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In the early 90’s came the first prototypes of LCD screens for video cameras. One of JVC’s pioneer offers, the JVC GR-SV3 Infocam Camcorder, was released during that time. Back those days of the Viewcam bandwagon, the market for cameras like the JVC GR-SV3 was quite comparable to the inkling for the latest consumer HD cameras of the 2000’s. But this doesn’t mean that the “in” gizmo then which is the “outdated” gadget now is of no good use anymore.
So, for those who want to start using their old camera models again such as the SV3, there is still a very good chance to keep things up and running.
How to Use the JVC GR-SV3
Load the battery and check the power. Make sure the charged battery is properly attached to the camera. Find the power/mode selector knob on top of the JVC GR-SV3 Infocam. Turn the power on and check if the battery jumpstarts it. If everything is generally functional, time to test drive further.
Under a little flap, you can find the tape transport, various secondary controls, and a small LCD information panel. Make sure you have your compatible VHS-C tape loaded into the camera. Follow the signs in loading the tape accordingly.
The good thing about older video cameras is that their features and functions are very basic and considerably easier to explore and discover. So ideally, if you can scrutinize the functions of the latest computers, mobile phones, and HD cameras these days, you can definitely go over this camera and find your way through.
Familiarize yourself with the screen/monitor and the buttons. Check the screen in front of the camera. This screen displays the moving image and you can actually record yourself and readily see the footage on the screen. You can opt to switch off this feature.
At the back panel, there is a main start-stop button. It doesn’t have a safety latch, but it is recessed to avoid accidental pressing.
Behind the tape loading hatch at the back, you can find another set of buttons for selecting recording speed, setting the clock, among other features.
Do a test recording. Record within the best range of this JVC camcorder’s fixed auto-focus and auto-exposure capabilities.
On the front, just below the lens, there is a pair of buttons for the zoom. The camera has a simple 3x zoom lens, along with features like time/date recording, message recording, self-timer, auto indexing, and 5-second record mode. The mono linear soundtrack and the built-in mic record the best sound from subjects up to three or four meters away.
When done recording, press the same button again to end. The machine goes on standby mode.
View the recorded footage. The screen acts both as a viewfinder (the SV3 has an optical viewfinder for normal use) and a playback screen. It is mounted on a hinge that allows it to swing up. It is visible from behind the machine. The screen can be used for playback in either position. The image inverts accordingly for you to get the right perspective. It also has a small built-in speaker for the sound.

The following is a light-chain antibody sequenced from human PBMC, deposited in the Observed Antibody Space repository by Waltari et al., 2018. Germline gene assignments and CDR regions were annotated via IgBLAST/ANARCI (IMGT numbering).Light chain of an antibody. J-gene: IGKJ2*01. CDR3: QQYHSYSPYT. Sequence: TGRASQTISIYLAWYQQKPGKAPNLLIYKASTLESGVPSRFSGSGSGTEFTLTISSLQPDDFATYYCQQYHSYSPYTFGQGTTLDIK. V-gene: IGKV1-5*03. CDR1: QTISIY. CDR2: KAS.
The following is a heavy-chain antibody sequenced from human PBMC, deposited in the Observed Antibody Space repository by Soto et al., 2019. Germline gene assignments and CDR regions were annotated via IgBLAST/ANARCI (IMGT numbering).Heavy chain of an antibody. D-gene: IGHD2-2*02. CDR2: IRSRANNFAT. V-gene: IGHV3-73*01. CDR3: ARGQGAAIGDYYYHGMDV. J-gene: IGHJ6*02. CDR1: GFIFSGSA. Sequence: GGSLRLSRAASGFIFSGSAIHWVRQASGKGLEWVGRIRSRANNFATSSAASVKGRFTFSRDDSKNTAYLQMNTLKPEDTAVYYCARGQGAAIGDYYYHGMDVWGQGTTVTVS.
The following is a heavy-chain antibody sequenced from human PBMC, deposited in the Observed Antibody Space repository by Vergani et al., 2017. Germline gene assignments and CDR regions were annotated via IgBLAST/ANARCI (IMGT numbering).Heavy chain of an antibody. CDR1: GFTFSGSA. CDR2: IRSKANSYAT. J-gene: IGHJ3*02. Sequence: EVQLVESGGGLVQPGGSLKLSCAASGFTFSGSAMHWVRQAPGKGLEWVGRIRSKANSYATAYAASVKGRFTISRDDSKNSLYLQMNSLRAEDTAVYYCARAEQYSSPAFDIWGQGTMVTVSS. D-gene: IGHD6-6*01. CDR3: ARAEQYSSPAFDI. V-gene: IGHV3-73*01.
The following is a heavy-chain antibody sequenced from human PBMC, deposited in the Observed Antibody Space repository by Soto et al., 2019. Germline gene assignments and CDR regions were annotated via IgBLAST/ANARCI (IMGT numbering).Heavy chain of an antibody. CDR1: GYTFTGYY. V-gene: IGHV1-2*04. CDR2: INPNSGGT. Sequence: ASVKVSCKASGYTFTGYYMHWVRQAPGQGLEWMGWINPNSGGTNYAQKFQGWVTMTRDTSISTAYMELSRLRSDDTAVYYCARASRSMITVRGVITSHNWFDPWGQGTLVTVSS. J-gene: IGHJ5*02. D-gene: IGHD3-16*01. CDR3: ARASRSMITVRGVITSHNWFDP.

As it uses the VHS-C format for recording, it is easy to take some footage with you and play them on a full-size VCR using the supplied cassette adapter. Maximum recording time is 90 minutes on a 45-minute tape, and 2 hours for a 60-minute tape — when using the LP recording mode.
The video resolution for this camera is just over 240 lines. The LCD screen struggles to resolve much more than a couple of hundred lines than when recordings are played on a TV monitor. The screen itself isn’t very bright and is easily washed out in daylight. Recording color fidelity is generally fine for its range. However, like most older camera models, indoor shooting with minimal lighting does not provide good enough recordings.
The 0.25-inch image sensor and the small lens offer low-light performance when shooting. As expected, noise and grain are more evident in low-light conditions. So, it is best to make sure that the area where you plan to shoot is well-lit. At its best, in good lighting conditions as with exterior day shots, noise levels are considerably low and the picture looks crisp and bright enough for its range.
Make sure the camera, along with its accessories, is cleaned with a camera cleaning cloth. The lens and LCD screen are extra-sensitive parts and should be cleaned with the right material, which are generally available in camera and gadget stores).
Be extra careful when using a tripod, especially the small and consumer-type ones. The tripod mount is located way over towards the camera’s side. This design is most likely to protect the internal deck mechanism. However, the downside of it is that it makes the camera quite unstable with smaller tripods.
Rick Maybury. Video Camera 1993. Rick Maybury Ltd.